She took the mail with her into the kitchen, intending to read it while she ate, and pondered the telephone call they'd received earlier. Most of the girls they'd already met had arrived in groups of two to four, but this was the first individual. The Slayers kept on rolling in from all over the country. Two of the dormitories had filled within two weeks, and in the meantime, Giles was continuing to debrief the assembled Watchers. Each of them would be responsible for at least three Slayers to begin with, until more could be found. When Robin returned, it would lighten the load a little, but Giles was starting to contact people back in England, checking his various connections for anyone that might be willing to train with the other new Watchers.

Buffy examined her mail: it was a postcard, depicting the Statue of Liberty, graffiti-ed to look like she was carrying a slightly flame-shaped stake, and a very book-shaped bottle of holy water, with a ridiculously large cross around her neck. The photograph's description had been similarly altered to read "The Slayer of Liberty". Faith was sending these; the living room's mantelpiece was gaining quite a collection of the colourful postcards, sent from each city she and Robin had covered. She'd address them to Buffy specifically, but sent regards to everyone in passing, and kept on promising to call; she never managed it. Despite their differences, Buffy found herself starting to miss the once-rogue Slayer; Faith's letters were optimistic, written like she spoke, yet slightly wistful, wishing her fellow ex-Slayer could see the things she'd seen.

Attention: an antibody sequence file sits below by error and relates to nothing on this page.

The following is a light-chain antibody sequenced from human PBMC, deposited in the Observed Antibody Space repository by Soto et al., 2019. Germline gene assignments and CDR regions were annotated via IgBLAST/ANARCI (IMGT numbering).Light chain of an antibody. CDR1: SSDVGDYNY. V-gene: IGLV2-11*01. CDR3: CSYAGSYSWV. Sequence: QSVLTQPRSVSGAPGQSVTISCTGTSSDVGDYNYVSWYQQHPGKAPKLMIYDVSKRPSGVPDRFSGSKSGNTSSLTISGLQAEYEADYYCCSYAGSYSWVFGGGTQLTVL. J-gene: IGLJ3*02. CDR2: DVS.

This one was no exception. Buffy suppressed an amused snort at the photograph to start with, and eagerly turned it over to read while she waited for the kettle to finish boiling. Faith's scrawling and untidy handwriting covered seventy-five per cent of the surface, the address squeezed into a corner in Robin's considerably more legible print. Buffy smiled as she read it.

"Yo, B!

"We're in New York! You probably guessed that from the picture, right? Sorry for the graffiti; Robin told me it was immature. Big dork. He says 'hey', by the way. Also something about cheesecake? Beats me, but he said you'd understand and that it reminded him of you, or something. That's all he'd say. Big-ass shrug from me.

"You got a Slayer heading your way; I think I might'a forgotten to tell her some things, but after a while the whole pep-talk thing starts to come out on auto-pilot, y'know? Anyway, this one seems a sweet kid, so tell Giles to go easy on her.